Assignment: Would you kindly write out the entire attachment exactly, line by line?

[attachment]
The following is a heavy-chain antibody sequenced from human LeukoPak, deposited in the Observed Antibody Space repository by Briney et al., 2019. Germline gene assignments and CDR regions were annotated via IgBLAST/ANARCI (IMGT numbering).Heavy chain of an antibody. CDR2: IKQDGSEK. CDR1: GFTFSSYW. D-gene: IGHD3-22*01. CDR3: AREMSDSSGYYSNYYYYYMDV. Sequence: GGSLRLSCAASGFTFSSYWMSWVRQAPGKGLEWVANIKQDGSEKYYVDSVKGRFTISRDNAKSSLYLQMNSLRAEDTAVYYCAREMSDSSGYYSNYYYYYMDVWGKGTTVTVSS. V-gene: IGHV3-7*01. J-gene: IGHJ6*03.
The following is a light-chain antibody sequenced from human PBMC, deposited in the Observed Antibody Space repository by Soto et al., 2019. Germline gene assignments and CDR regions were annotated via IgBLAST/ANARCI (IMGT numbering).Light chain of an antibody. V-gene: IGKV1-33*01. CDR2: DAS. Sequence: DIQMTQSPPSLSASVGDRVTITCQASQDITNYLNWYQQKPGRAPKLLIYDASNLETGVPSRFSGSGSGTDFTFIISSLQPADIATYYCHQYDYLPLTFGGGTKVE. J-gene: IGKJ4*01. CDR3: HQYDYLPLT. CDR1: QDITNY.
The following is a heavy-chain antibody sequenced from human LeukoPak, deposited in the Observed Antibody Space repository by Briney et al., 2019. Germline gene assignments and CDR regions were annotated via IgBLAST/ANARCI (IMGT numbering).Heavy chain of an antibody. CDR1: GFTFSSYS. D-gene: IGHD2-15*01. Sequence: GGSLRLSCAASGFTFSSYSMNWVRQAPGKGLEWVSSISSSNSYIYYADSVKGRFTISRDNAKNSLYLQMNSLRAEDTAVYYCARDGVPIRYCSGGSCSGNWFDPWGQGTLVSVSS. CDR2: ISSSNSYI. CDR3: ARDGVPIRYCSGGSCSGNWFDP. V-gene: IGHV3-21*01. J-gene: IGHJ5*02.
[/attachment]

The following is a heavy-chain antibody sequenced from human LeukoPak, deposited in the Observed Antibody Space repository by Briney et al., 2019. Germline gene assignments and CDR regions were annotated via IgBLAST/ANARCI (IMGT numbering).Heavy chain of an antibody. CDR2: IKQDGSEK. CDR1: GFTFSSYW. D-gene: IGHD3-22*01. CDR3: AREMSDSSGYYSNYYYYYMDV. Sequence: GGSLRLSCAASGFTFSSYWMSWVRQAPGKGLEWVANIKQDGSEKYYVDSVKGRFTISRDNAKSSLYLQMNSLRAEDTAVYYCAREMSDSSGYYSNYYYYYMDVWGKGTTVTVSS. V-gene: IGHV3-7*01. J-gene: IGHJ6*03.
The following is a light-chain antibody sequenced from human PBMC, deposited in the Observed Antibody Space repository by Soto et al., 2019. Germline gene assignments and CDR regions were annotated via IgBLAST/ANARCI (IMGT numbering).Light chain of an antibody. V-gene: IGKV1-33*01. CDR2: DAS. Sequence: DIQMTQSPPSLSASVGDRVTITCQASQDITNYLNWYQQKPGRAPKLLIYDASNLETGVPSRFSGSGSGTDFTFIISSLQPADIATYYCHQYDYLPLTFGGGTKVE. J-gene: IGKJ4*01. CDR3: HQYDYLPLT. CDR1: QDITNY.
The following is a heavy-chain antibody sequenced from human LeukoPak, deposited in the Observed Antibody Space repository by Briney et al., 2019. Germline gene assignments and CDR regions were annotated via IgBLAST/ANARCI (IMGT numbering).Heavy chain of an antibody. CDR1: GFTFSSYS. D-gene: IGHD2-15*01. Sequence: GGSLRLSCAASGFTFSSYSMNWVRQAPGKGLEWVSSISSSNSYIYYADSVKGRFTISRDNAKNSLYLQMNSLRAEDTAVYYCARDGVPIRYCSGGSCSGNWFDPWGQGTLVSVSS. CDR2: ISSSNSYI. CDR3: ARDGVPIRYCSGGSCSGNWFDP. V-gene: IGHV3-21*01. J-gene: IGHJ5*02.